Get the Lead Out
A pointed history
No doubt you’ve heard the phrase “get the lead out.” It means to hurry up, as if by reducing anything that is slowing one down.
While the origin of the phrase is unknown, it is a product of the early 20th century. To me, it brings to mind the heavy shoes of the Frankenstein monster or the old-fashioned diving suit with the copper helmet attached to a long tube and the leaded shoes to keep divers on the ocean floor.
But one area where lead was long assumed to be part of the formula is the inaptly named lead pencil.
I’m a big fan of pencils. I take notes with a Staedtler Mark-2B, which produces dark marks without too much pressure. And when I travel, I use a contraption from Faber-Castell that’s a combination cover and pencil sharpener.
And pencils were on my mind this week, as Curtis Armstrong (“Booger” from Revenge of the Nerds) joined me to talk about nerds and leadership; that in turn reminded me of the pocket protectors in the film, and the pencils that were in them.
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We can trace the history of the pencil (see what I did there?) back to the discovery of graphite deposits in Cumberland, England in 1564.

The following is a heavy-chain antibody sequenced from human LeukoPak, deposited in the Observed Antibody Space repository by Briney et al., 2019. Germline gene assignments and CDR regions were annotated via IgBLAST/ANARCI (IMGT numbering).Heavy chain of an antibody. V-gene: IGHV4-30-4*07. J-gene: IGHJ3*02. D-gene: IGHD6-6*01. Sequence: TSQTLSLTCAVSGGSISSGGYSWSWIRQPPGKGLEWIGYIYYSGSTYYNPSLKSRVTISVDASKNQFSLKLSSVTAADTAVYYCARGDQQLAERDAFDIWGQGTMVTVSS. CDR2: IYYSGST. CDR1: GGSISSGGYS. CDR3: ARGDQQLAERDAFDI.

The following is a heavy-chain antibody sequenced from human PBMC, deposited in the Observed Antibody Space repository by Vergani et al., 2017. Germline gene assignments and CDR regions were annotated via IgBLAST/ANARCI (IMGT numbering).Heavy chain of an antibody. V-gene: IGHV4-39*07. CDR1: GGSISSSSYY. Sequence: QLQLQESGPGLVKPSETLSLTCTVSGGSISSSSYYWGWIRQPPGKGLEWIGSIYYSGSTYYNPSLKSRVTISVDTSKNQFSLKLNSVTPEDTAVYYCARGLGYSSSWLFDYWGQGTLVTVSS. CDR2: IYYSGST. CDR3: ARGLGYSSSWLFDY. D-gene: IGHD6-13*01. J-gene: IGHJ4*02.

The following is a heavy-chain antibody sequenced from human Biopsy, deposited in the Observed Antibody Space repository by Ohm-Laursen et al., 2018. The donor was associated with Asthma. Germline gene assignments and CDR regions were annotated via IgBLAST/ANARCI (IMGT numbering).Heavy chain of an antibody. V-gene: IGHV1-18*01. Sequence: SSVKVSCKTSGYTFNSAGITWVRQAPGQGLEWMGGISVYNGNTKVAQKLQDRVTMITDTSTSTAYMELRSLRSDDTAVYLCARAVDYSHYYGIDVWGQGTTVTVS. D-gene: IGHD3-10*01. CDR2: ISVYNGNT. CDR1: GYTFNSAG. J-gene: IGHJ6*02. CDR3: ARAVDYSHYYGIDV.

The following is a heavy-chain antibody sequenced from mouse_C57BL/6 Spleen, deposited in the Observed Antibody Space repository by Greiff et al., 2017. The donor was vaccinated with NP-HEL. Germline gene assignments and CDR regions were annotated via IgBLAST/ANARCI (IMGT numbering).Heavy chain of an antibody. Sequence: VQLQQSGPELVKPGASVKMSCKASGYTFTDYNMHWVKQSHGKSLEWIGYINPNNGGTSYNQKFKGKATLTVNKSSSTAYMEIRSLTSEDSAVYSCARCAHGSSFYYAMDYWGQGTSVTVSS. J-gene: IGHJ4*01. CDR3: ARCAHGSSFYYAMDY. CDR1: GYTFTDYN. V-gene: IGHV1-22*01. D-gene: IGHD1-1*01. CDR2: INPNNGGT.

Incidentally, the Lead Age in Rome led not to pencils, but to massive lead pollution between 100 B.C. and 100, due in large part to the smelting of a range of metallic ores, including those mined for copper and gold, tin, zinc, and silver.
Anyway, back to the point.
With the discovery of graphite, manufacturers initially used whole sticks of it inside their pencils. But as graphite deposits were depleted, that left only graphite powder. What do to? Some enterprising French manufacturers mixed the powder with clay to improve the texture.
Fifteen years later, Scientific American returned to the topic, as the pencil manufacturing industry had grown with this clay mixture. This resulted in various grades of hardness, and the elimination of the need to wet the pencil before writing. [If you’ve ever seen an old movie of someone touching a pencil to their tongue, this is why.]
These grades of hardness correspond to the numbers we see on pencils today, with No. 2 being the most common.
If you need me, I’ll be the one over here with my 2B. Or not 2B.
Thanks, and I’ll see you on the internet.